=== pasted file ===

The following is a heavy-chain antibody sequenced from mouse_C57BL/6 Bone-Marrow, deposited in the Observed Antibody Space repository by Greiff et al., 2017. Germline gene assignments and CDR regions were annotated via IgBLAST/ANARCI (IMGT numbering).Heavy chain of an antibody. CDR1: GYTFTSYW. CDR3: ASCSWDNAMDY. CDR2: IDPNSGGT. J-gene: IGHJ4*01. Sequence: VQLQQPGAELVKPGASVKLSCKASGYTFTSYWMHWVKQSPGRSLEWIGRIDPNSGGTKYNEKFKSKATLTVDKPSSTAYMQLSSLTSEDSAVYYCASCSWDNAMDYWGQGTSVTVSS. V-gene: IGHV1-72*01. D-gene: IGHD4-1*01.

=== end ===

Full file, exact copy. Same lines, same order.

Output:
The following is a heavy-chain antibody sequenced from mouse_C57BL/6 Bone-Marrow, deposited in the Observed Antibody Space repository by Greiff et al., 2017. Germline gene assignments and CDR regions were annotated via IgBLAST/ANARCI (IMGT numbering).Heavy chain of an antibody. CDR1: GYTFTSYW. CDR3: ASCSWDNAMDY. CDR2: IDPNSGGT. J-gene: IGHJ4*01. Sequence: VQLQQPGAELVKPGASVKLSCKASGYTFTSYWMHWVKQSPGRSLEWIGRIDPNSGGTKYNEKFKSKATLTVDKPSSTAYMQLSSLTSEDSAVYYCASCSWDNAMDYWGQGTSVTVSS. V-gene: IGHV1-72*01. D-gene: IGHD4-1*01.